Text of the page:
Friday, January 21, 2011

The Deodand

Until today, I had never come across the word deodand. If I had lived in the first decade of railway development I might have seen it regularly. The deodand, which means something given to God, was frequently in the news when railway accidents were common.

The experimental nature of the technology and the lack of awareness of the dangers of speed led to a number of railway accidents, many of them fatal. The problem that juries found was that there was no mechanism in law at the time to award compensation to victims of accidents, so they settled on the medieval precedent of the deodand to meet the need. Under this law, the thing that caused the death could be seized by the Crown, sold, and the money donated to the Church - given to God. Later, a cash payment in compensation was acceptable. In the case of railway accidents, the locomotive was seen as causing the death and was therefore forfeit, or usually a monetary amount set at the value of the locomotive.

In November 1840 at Harrow a waggon had apparently derailed in the late afternoon. The immediate stations along the line were notified and people began efforts to clear the line. At about 5 o'clock, a goods train, hauled by two locomotives (as was the practice in those underpowered days) was coming towards the accident on the up line. The first driver, Brown, shut down his power on seeing the red light but the second driver, Joseph Simpson, merely stepped it down and still maintained forward power. The rain collided with the one in front which was in the process of pulling the obstructing waggon out of the way. Brown survived the crash but his fireman, Dawson, was caught under the wheels while jumping for safety and killed, and apparently Simpson was also killed while jumping for safety. His fireman survived.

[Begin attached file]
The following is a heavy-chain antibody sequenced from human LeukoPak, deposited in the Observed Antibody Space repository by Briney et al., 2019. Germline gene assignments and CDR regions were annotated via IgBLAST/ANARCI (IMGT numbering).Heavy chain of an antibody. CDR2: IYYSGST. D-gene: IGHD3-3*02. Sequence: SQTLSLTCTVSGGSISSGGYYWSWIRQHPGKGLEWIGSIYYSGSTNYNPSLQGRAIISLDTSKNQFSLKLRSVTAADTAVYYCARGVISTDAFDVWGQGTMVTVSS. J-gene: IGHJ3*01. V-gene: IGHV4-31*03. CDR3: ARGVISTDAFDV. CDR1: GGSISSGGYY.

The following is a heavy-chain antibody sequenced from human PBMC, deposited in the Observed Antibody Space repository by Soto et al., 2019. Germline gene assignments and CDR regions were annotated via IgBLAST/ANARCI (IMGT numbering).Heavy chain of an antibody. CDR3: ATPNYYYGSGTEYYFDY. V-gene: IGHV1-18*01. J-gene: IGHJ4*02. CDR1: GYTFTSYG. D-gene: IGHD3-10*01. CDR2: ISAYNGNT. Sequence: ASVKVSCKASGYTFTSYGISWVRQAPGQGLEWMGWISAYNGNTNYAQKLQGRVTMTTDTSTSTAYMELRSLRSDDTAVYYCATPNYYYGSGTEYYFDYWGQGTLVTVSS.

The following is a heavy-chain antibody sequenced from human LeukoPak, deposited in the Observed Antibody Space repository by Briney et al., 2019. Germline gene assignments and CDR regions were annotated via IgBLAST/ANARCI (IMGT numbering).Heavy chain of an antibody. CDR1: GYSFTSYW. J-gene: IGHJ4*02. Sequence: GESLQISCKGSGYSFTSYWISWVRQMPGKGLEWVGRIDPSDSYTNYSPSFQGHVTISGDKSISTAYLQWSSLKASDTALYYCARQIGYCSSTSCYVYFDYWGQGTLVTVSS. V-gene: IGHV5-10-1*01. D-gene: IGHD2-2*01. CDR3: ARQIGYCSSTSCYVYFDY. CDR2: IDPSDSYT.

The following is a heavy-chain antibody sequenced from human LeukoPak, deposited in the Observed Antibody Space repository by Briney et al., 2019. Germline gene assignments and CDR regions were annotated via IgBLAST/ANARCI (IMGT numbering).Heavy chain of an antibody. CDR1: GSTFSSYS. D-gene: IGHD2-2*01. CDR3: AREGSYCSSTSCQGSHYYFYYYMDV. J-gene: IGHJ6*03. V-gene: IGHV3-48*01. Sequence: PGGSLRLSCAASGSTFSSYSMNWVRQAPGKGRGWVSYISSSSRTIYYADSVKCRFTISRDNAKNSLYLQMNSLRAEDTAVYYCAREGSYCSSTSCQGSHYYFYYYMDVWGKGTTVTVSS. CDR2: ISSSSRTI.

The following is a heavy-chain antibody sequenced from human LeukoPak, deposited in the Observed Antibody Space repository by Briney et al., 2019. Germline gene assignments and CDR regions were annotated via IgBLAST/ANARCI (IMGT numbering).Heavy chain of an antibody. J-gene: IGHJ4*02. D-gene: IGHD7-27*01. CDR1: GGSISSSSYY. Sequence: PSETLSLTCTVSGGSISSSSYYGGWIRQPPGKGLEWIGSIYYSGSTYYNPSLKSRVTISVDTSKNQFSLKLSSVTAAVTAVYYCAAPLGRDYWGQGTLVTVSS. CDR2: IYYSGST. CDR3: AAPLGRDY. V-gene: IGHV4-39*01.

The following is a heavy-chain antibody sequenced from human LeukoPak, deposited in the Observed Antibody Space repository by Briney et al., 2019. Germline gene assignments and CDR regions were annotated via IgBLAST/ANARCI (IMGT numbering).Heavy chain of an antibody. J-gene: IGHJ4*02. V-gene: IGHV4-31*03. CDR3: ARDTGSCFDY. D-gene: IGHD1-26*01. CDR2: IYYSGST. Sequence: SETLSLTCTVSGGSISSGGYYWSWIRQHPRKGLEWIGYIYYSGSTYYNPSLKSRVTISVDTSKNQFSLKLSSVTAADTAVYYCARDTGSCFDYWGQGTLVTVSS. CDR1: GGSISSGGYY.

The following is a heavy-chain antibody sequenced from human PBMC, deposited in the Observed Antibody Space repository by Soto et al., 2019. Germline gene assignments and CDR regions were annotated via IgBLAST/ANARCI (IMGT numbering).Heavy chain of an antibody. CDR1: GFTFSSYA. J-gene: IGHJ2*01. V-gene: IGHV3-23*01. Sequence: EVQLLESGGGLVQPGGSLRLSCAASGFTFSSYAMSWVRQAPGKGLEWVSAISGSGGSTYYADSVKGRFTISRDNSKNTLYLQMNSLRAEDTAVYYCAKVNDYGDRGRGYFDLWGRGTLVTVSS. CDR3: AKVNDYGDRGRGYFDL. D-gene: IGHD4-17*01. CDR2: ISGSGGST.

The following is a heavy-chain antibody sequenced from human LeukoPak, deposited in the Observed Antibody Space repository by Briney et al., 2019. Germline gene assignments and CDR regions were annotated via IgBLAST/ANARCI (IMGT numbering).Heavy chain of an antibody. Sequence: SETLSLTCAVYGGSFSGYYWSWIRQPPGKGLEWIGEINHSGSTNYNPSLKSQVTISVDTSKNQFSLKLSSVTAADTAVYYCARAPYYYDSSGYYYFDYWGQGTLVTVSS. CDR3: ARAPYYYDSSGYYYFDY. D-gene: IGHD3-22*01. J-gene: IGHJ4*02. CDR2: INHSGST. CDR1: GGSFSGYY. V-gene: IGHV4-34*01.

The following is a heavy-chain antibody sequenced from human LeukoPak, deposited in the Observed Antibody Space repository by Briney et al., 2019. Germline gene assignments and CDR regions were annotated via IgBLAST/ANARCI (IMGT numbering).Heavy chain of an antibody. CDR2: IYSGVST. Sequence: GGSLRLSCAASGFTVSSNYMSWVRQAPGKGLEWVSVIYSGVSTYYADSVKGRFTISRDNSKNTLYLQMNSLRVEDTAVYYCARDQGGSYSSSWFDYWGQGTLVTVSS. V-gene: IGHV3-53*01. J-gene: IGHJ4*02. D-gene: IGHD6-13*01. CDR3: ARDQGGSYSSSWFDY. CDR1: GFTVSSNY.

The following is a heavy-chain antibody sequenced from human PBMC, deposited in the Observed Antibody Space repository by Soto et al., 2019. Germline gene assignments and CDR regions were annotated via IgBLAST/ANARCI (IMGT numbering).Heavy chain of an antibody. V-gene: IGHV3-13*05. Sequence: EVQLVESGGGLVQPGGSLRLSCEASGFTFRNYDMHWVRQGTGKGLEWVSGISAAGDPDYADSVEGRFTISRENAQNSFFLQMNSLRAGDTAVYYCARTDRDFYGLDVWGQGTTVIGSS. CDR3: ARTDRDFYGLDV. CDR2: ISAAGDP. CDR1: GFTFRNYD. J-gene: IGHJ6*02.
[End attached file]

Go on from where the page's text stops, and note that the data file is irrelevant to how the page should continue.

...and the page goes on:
After several days of hearings, the jury, which had also listened to evidence from John Bedford of Wolverton, Superintendent of Police, that Simpson had not previously been a negligent driver in any way, found Joseph Simpson guilty of the murder of William Dawson. Simpson, being already dead, could not be hanged for murder; however, the jury set a deodand of £2,000 against the value of the two engines.

The tailpiece of this story is that the agent of Lord Northwick, Lord of the Manor of Harrow, appeared, in a piece of monumental cheek, to claim the £2,000 deodand for himself on the basis of a charter issued in the time of King Stephen. The judge very curtly told him that he would have to make his case to the Exchequer and would hear no more.

In 1846 an Act of Parliament which properly dealt with compensation awards was passed, consigning the deodand to history.

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